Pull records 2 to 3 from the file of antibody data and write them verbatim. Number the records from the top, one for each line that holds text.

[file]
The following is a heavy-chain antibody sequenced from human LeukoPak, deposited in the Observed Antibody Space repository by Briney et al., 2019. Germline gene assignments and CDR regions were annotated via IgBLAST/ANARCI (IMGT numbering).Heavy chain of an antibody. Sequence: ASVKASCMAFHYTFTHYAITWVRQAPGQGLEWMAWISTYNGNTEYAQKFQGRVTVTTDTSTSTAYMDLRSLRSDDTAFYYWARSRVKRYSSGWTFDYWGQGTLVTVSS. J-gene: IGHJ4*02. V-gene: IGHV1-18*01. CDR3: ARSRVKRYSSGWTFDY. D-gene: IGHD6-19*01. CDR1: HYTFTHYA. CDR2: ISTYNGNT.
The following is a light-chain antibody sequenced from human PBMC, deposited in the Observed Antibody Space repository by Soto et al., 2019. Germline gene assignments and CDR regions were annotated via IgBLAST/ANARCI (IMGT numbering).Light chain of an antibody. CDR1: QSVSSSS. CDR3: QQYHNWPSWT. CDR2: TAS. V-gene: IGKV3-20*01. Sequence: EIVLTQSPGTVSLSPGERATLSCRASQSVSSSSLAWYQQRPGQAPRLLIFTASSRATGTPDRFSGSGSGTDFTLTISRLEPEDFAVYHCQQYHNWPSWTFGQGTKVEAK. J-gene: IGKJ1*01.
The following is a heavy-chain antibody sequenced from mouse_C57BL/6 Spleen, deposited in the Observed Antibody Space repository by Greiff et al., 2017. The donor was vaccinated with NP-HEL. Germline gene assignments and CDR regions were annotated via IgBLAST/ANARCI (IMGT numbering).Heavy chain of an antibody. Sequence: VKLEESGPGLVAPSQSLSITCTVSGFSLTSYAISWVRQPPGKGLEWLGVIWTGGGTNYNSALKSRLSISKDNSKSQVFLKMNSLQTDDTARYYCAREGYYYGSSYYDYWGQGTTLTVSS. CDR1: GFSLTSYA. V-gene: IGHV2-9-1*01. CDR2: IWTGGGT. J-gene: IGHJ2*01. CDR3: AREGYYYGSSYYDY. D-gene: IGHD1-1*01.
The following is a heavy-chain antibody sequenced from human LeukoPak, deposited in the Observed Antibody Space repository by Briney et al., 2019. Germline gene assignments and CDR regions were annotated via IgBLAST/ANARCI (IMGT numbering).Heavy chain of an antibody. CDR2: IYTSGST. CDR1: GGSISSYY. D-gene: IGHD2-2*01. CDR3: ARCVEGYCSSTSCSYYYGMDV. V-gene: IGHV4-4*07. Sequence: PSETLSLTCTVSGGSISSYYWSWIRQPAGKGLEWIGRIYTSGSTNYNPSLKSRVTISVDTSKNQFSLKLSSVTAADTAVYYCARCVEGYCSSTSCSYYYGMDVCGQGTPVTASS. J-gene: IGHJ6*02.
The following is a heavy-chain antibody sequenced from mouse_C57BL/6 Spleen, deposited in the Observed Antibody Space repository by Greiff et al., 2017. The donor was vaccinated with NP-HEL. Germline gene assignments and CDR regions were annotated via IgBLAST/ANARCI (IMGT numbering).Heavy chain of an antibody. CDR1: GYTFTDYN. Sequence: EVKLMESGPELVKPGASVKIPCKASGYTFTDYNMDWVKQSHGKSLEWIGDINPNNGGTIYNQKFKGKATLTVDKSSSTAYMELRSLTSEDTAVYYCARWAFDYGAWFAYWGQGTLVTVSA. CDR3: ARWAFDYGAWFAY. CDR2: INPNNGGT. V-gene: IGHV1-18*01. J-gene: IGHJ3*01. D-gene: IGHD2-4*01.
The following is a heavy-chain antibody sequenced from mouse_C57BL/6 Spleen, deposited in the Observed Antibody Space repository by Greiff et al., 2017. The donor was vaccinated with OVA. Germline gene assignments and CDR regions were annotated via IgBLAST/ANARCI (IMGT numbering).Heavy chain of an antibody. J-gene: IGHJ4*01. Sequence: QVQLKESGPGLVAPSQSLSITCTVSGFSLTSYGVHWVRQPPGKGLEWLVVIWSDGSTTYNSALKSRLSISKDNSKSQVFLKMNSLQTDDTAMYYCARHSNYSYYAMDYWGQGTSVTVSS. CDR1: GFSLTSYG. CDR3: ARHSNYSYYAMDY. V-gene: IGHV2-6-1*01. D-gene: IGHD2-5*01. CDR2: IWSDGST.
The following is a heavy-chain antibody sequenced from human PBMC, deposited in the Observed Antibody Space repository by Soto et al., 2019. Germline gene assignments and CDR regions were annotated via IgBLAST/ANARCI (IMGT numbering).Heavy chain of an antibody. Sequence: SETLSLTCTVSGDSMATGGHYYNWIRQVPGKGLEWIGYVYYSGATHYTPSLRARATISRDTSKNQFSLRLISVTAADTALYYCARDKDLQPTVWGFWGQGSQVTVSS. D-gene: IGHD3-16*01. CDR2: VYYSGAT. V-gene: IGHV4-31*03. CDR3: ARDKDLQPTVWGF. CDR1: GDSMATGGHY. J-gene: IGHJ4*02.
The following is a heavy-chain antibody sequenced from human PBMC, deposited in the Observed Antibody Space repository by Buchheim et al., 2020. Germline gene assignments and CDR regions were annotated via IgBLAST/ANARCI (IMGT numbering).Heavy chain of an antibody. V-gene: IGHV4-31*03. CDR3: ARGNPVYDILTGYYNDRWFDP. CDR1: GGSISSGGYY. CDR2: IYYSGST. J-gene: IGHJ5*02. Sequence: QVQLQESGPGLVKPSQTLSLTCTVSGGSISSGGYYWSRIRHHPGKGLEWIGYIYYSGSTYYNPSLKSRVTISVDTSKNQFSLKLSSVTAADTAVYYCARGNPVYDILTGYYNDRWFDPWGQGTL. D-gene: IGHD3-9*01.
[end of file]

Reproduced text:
The following is a light-chain antibody sequenced from human PBMC, deposited in the Observed Antibody Space repository by Soto et al., 2019. Germline gene assignments and CDR regions were annotated via IgBLAST/ANARCI (IMGT numbering).Light chain of an antibody. CDR1: QSVSSSS. CDR3: QQYHNWPSWT. CDR2: TAS. V-gene: IGKV3-20*01. Sequence: EIVLTQSPGTVSLSPGERATLSCRASQSVSSSSLAWYQQRPGQAPRLLIFTASSRATGTPDRFSGSGSGTDFTLTISRLEPEDFAVYHCQQYHNWPSWTFGQGTKVEAK. J-gene: IGKJ1*01.
The following is a heavy-chain antibody sequenced from mouse_C57BL/6 Spleen, deposited in the Observed Antibody Space repository by Greiff et al., 2017. The donor was vaccinated with NP-HEL. Germline gene assignments and CDR regions were annotated via IgBLAST/ANARCI (IMGT numbering).Heavy chain of an antibody. Sequence: VKLEESGPGLVAPSQSLSITCTVSGFSLTSYAISWVRQPPGKGLEWLGVIWTGGGTNYNSALKSRLSISKDNSKSQVFLKMNSLQTDDTARYYCAREGYYYGSSYYDYWGQGTTLTVSS. CDR1: GFSLTSYA. V-gene: IGHV2-9-1*01. CDR2: IWTGGGT. J-gene: IGHJ2*01. CDR3: AREGYYYGSSYYDY. D-gene: IGHD1-1*01.